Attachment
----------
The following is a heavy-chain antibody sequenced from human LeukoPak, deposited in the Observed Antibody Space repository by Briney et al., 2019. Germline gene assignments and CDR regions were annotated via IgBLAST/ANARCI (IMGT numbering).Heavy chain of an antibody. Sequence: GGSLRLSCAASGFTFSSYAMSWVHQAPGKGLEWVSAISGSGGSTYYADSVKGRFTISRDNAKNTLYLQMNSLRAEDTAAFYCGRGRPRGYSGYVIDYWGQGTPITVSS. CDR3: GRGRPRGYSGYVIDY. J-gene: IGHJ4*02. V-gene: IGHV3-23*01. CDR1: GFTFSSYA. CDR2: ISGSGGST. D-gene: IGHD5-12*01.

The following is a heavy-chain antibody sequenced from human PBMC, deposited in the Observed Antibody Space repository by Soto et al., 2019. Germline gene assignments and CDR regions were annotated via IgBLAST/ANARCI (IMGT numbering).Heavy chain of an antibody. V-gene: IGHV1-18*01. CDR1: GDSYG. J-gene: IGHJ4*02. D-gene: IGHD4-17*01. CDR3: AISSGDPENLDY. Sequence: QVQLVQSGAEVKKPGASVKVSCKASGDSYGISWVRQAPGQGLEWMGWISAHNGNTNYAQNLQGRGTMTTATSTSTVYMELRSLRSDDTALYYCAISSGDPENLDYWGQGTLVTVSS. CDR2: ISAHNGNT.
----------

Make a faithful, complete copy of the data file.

The following is a heavy-chain antibody sequenced from human LeukoPak, deposited in the Observed Antibody Space repository by Briney et al., 2019. Germline gene assignments and CDR regions were annotated via IgBLAST/ANARCI (IMGT numbering).Heavy chain of an antibody. Sequence: GGSLRLSCAASGFTFSSYAMSWVHQAPGKGLEWVSAISGSGGSTYYADSVKGRFTISRDNAKNTLYLQMNSLRAEDTAAFYCGRGRPRGYSGYVIDYWGQGTPITVSS. CDR3: GRGRPRGYSGYVIDY. J-gene: IGHJ4*02. V-gene: IGHV3-23*01. CDR1: GFTFSSYA. CDR2: ISGSGGST. D-gene: IGHD5-12*01.

The following is a heavy-chain antibody sequenced from human PBMC, deposited in the Observed Antibody Space repository by Soto et al., 2019. Germline gene assignments and CDR regions were annotated via IgBLAST/ANARCI (IMGT numbering).Heavy chain of an antibody. V-gene: IGHV1-18*01. CDR1: GDSYG. J-gene: IGHJ4*02. D-gene: IGHD4-17*01. CDR3: AISSGDPENLDY. Sequence: QVQLVQSGAEVKKPGASVKVSCKASGDSYGISWVRQAPGQGLEWMGWISAHNGNTNYAQNLQGRGTMTTATSTSTVYMELRSLRSDDTALYYCAISSGDPENLDYWGQGTLVTVSS. CDR2: ISAHNGNT.